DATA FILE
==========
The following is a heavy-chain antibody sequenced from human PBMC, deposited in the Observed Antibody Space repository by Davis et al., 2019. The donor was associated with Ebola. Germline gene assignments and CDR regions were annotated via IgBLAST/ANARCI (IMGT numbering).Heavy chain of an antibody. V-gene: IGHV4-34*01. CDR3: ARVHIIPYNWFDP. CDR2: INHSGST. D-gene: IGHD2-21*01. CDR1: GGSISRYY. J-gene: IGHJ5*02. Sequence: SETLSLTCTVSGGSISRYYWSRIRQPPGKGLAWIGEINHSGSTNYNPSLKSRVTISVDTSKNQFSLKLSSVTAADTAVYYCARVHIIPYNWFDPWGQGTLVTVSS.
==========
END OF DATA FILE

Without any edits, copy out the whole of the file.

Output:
The following is a heavy-chain antibody sequenced from human PBMC, deposited in the Observed Antibody Space repository by Davis et al., 2019. The donor was associated with Ebola. Germline gene assignments and CDR regions were annotated via IgBLAST/ANARCI (IMGT numbering).Heavy chain of an antibody. V-gene: IGHV4-34*01. CDR3: ARVHIIPYNWFDP. CDR2: INHSGST. D-gene: IGHD2-21*01. CDR1: GGSISRYY. J-gene: IGHJ5*02. Sequence: SETLSLTCTVSGGSISRYYWSRIRQPPGKGLAWIGEINHSGSTNYNPSLKSRVTISVDTSKNQFSLKLSSVTAADTAVYYCARVHIIPYNWFDPWGQGTLVTVSS.